Essential PCB Design Tips: How to Implement a Watchdog Timer in Your PCB Design
When you work from home there are some perks of the job. You can make your own meals, slot in some laundry over lunch, and drink all the tea you want. I use a stove-top kettle to boil water for my tea, so when I get in the writing zone, I rely on its high pitched whistle to tell me when it’s done.
Except sometimes when I’m careless, I don’t fit the lid on properly. As a result, the kettle remains silent despite the fact that the liquid water inside of it is rapidly becoming a gas. My careless behavior in this scenario only means that I’ll be drinking less tea, in embedded systems, the consequences are much higher if you don’t know how to operate a Watchdog Timer (WDT). When your WDT fails to operate, a stalled microcontroller will remain stalled and cause your embedded system remain down. Let’s look at how you can get them to function correctly on the first try so that you can avoid this scenario.
Why Embedded Systems Failed To Recover Despite Having A WDT
The WDT is a simple fail-safe feature in electronics that helps to reboot a microcontroller in the event of a hardware or software crash. The WDT is available as a separate integrated circuit (IC) or as a built-in feature within the microcontroller itself. Not using a WDT In embedded systems design is often an unpardonable sin.
The way a WDT operates is simple. It is programmed to countdown over a set time interval. Under normal operation, the microcontroller periodically refreshes the countdown timer of the WDT to prevent it from expiring. If the microcontroller is unresponsive then it will not refresh the WDT. As a result, the when WDT expires, it will trigger a pulse or signal to reset the microcontroller. This simple feature compensates for design errors or environmental factors that may cause a microcontroller to crash.
Yet, if your WDT fails, then it is unlikely that your embedded system will recover from its erroneous state. This is why it is important to pinpoint the cause of why a WDT might fail to reset the microcontroller. The most obvious answer is that the WDT is faulty. However, if you repeatedly have embedded systems in multiple units failing to recover, then there could be something up with your designs.
Actually, in my many years of designing and deploying hundreds of microcontroller-based devices, I’ve never encountered a single case of a failed WDT. The root cause is often simply human error.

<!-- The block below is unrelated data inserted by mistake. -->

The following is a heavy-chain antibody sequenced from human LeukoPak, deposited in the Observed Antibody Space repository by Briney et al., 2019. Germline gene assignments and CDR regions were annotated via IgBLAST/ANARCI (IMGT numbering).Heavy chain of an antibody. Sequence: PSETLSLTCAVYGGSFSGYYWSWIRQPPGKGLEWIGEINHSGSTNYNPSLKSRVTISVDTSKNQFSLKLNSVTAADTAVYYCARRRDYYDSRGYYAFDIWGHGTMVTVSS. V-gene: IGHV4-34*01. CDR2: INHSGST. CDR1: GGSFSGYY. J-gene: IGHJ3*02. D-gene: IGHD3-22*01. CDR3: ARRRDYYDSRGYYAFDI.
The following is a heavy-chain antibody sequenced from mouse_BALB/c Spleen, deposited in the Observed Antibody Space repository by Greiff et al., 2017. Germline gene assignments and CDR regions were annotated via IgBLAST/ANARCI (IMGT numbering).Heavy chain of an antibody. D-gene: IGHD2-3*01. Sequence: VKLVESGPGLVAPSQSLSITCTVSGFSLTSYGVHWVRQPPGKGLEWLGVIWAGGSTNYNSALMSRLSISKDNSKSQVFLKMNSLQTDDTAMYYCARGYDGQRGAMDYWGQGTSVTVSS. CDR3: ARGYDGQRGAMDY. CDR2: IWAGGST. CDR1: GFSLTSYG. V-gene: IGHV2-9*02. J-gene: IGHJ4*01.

Why a WDT Might Not Operate Properly
For embedded systems using an internal WDT, runaways code can deactivate the WDT if the configuration bits are unintentionally overwritten. External WDTs suffer from entirely different problems. In this case, it is common to have a jumper pin that can disconnect the reset signal from the external WDT when firmware engineers are developing and debugging a program. Often these jumper pins need to be manually connected before the units are deployed on site. If they’re not, then the WDT reset signals will remain disconnected fail to reset the microcontroller.
A more common reason why WDTs fail to function is because of coding errors. If the functions that refresh the WDT timers are placed in the wrong part of the program, they won’t operate when they’re supposed to. Firmware for microcontrollers get complicated when there are multiple tasks with different priorities in a Real Time Operating System (RTOS). Higher priority tasks may continue to execute even when lower priority tasks are in an abnormal infinite loop. If refreshing the WDT timer the highest priority task, then the microcontroller will not be refreshed when it is not functioning correctly.
How To Ensure The WDT Is Functioning Reliably
Ensuring that the WDT does its job involves the firmware developer, system installer, and the hardware designer. Firmware developers should apply the best practices in programming to avoid code overruns that switch off internal WDT. Firmware developers must have a good understanding of the memory architecture of the microcontroller and how to correctly use memory pointers and allocation in the code.
Besides that, the structure of the program should be drafted out so that the WDT is refreshed at appropriate locations in the program. This means that the program will trigger a reset if an infinite loop develops at any point in the program. You can also develop a test utility to check the functionality of the WDT on-site. This also eliminates the risk of missing any disconnected jumper pins between an external WDT and the microcontroller.
Last but not least, proper PCB design is required to ensure that the WDT behaves reliably. When designing with external WDT, you’ll want to ensure the refresh signal is kept away from other high-speed signals. This is to prevent cross-coupled electrical interference from refreshing the WDT. You can set up precise clearance rule using PCB design software like Altium’s CircuitStudio to ensure the signal integrity of the WDT.
Having doubts about your WDT design? Talk to an expert at Altium.